- Functions and Structure of the Human Gas-Exchange System
- A pair of lobed structures
- Made up of a series of highly branched tubules, called bronchioles which end in tiny air sacs called alveoli
- Is a flexible airway that is supported by rings of cartilage
- The cartilage prevents the trachea collapsing as the air pressure inside falls when breathing in.
- The tracheal walls are made up of muscle, lined with ciliated epithelium and goblet cells.
- The goblet cells produce mucus that traps dirt particles bacteria from the air breathed in.
- The cilia move the mucus, laden with dirt and microorganisms, up to the throat, from where it passes down the oesophagus into the stomach
- Are two divisions of the trachea, each lending to one lung
- They are similar in structure to the trachea and, like the trachea, they also produce mucus to trap dirt particles and have cilia that move the dirt-laden mucus towards the throat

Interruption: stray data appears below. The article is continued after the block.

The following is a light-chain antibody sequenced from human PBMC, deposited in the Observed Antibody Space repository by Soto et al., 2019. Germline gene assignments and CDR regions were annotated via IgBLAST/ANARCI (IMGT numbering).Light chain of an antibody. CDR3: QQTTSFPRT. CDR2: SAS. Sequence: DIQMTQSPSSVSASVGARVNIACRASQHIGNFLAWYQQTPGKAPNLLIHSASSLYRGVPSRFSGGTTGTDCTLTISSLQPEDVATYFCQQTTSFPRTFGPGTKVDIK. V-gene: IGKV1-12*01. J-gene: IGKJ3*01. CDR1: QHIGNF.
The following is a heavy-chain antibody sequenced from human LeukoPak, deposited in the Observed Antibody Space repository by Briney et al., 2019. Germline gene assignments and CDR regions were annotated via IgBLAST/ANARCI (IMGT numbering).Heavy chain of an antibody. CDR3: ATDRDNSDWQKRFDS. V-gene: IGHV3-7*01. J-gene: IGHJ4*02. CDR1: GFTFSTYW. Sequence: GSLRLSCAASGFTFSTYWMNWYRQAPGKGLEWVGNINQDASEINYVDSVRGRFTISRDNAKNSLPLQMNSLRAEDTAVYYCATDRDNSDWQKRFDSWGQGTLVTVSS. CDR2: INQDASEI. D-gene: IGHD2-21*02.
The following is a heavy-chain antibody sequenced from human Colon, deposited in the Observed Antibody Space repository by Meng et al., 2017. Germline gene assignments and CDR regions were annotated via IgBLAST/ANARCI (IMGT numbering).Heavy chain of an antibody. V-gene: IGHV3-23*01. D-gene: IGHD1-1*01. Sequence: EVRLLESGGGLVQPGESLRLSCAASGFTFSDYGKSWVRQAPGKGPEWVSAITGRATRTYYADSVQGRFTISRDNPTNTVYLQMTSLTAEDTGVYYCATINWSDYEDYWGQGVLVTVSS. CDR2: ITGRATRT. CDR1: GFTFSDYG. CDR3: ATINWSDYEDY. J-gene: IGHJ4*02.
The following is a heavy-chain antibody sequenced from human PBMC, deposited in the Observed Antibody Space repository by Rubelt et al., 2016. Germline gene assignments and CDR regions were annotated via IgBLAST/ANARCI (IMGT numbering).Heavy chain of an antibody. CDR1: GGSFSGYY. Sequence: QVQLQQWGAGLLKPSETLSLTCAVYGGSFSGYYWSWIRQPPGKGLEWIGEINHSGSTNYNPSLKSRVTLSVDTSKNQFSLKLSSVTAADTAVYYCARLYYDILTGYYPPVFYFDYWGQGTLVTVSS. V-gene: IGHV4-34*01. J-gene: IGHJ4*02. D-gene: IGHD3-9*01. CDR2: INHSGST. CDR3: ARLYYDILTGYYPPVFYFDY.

- The larger bonchi are supported by cartilage, although the amount of cartilage is reduced as the bronchi get smaller
- Are a series of branching subdivisions of the bronchi
- Their walls are made of muscle lined with epithelial cells. This muscle allows them to constrict so that thye can control the flow of air in and out of the alveoli
- Are minute air-sacs at the end of the bronchioles
- They contains some collagen and elastic fibres, and they ar elined with epithelium.
- The elastic fibres allow the alveoli to stretch as they fill with air when breathing in. They then spring back during breathing out in order to expel the CO2-rich air. The alveoli membrane is the gas exchange surface
Similar Biology resources: